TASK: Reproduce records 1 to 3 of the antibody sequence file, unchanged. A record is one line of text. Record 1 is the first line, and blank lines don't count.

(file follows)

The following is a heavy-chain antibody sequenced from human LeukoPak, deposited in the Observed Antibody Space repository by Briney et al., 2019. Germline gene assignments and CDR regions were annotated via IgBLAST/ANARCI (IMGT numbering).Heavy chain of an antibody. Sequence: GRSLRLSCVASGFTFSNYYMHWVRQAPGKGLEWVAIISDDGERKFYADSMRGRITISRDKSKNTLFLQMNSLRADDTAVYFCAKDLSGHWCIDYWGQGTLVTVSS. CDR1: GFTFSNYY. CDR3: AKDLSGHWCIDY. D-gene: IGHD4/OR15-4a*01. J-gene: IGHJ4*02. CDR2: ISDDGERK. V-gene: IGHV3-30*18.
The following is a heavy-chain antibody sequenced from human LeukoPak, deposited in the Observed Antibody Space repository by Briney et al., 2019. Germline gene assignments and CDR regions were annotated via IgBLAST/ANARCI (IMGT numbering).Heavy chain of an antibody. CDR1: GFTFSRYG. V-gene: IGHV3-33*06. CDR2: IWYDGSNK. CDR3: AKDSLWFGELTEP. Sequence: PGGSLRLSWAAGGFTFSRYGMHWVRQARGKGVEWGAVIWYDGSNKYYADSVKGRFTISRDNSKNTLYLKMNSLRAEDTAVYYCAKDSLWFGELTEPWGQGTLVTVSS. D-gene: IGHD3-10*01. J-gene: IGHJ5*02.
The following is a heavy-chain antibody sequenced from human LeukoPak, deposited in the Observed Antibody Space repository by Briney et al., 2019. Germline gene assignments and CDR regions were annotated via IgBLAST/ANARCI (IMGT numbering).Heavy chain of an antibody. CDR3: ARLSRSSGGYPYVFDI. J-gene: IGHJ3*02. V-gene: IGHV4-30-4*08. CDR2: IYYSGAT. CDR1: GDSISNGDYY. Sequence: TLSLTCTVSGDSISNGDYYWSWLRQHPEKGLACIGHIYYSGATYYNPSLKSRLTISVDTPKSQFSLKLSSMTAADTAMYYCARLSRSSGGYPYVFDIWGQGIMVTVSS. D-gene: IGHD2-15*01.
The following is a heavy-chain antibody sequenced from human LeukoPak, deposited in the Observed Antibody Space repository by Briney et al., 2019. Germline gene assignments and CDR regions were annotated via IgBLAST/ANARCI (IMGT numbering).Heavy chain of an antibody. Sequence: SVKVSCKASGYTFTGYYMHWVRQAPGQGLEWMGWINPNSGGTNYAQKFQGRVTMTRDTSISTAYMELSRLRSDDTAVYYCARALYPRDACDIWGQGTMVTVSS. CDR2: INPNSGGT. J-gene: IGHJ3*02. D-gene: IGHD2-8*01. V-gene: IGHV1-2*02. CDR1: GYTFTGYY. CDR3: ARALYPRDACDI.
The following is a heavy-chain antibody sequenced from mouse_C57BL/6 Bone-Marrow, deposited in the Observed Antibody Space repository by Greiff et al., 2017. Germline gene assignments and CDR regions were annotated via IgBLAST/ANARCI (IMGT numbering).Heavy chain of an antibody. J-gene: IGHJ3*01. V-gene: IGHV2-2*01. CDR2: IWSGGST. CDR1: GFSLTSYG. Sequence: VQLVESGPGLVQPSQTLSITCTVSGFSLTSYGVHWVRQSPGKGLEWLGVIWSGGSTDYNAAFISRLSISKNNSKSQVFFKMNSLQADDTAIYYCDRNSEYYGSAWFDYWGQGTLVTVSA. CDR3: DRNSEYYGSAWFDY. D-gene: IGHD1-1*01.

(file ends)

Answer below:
The following is a heavy-chain antibody sequenced from human LeukoPak, deposited in the Observed Antibody Space repository by Briney et al., 2019. Germline gene assignments and CDR regions were annotated via IgBLAST/ANARCI (IMGT numbering).Heavy chain of an antibody. Sequence: GRSLRLSCVASGFTFSNYYMHWVRQAPGKGLEWVAIISDDGERKFYADSMRGRITISRDKSKNTLFLQMNSLRADDTAVYFCAKDLSGHWCIDYWGQGTLVTVSS. CDR1: GFTFSNYY. CDR3: AKDLSGHWCIDY. D-gene: IGHD4/OR15-4a*01. J-gene: IGHJ4*02. CDR2: ISDDGERK. V-gene: IGHV3-30*18.
The following is a heavy-chain antibody sequenced from human LeukoPak, deposited in the Observed Antibody Space repository by Briney et al., 2019. Germline gene assignments and CDR regions were annotated via IgBLAST/ANARCI (IMGT numbering).Heavy chain of an antibody. CDR1: GFTFSRYG. V-gene: IGHV3-33*06. CDR2: IWYDGSNK. CDR3: AKDSLWFGELTEP. Sequence: PGGSLRLSWAAGGFTFSRYGMHWVRQARGKGVEWGAVIWYDGSNKYYADSVKGRFTISRDNSKNTLYLKMNSLRAEDTAVYYCAKDSLWFGELTEPWGQGTLVTVSS. D-gene: IGHD3-10*01. J-gene: IGHJ5*02.
The following is a heavy-chain antibody sequenced from human LeukoPak, deposited in the Observed Antibody Space repository by Briney et al., 2019. Germline gene assignments and CDR regions were annotated via IgBLAST/ANARCI (IMGT numbering).Heavy chain of an antibody. CDR3: ARLSRSSGGYPYVFDI. J-gene: IGHJ3*02. V-gene: IGHV4-30-4*08. CDR2: IYYSGAT. CDR1: GDSISNGDYY. Sequence: TLSLTCTVSGDSISNGDYYWSWLRQHPEKGLACIGHIYYSGATYYNPSLKSRLTISVDTPKSQFSLKLSSMTAADTAMYYCARLSRSSGGYPYVFDIWGQGIMVTVSS. D-gene: IGHD2-15*01.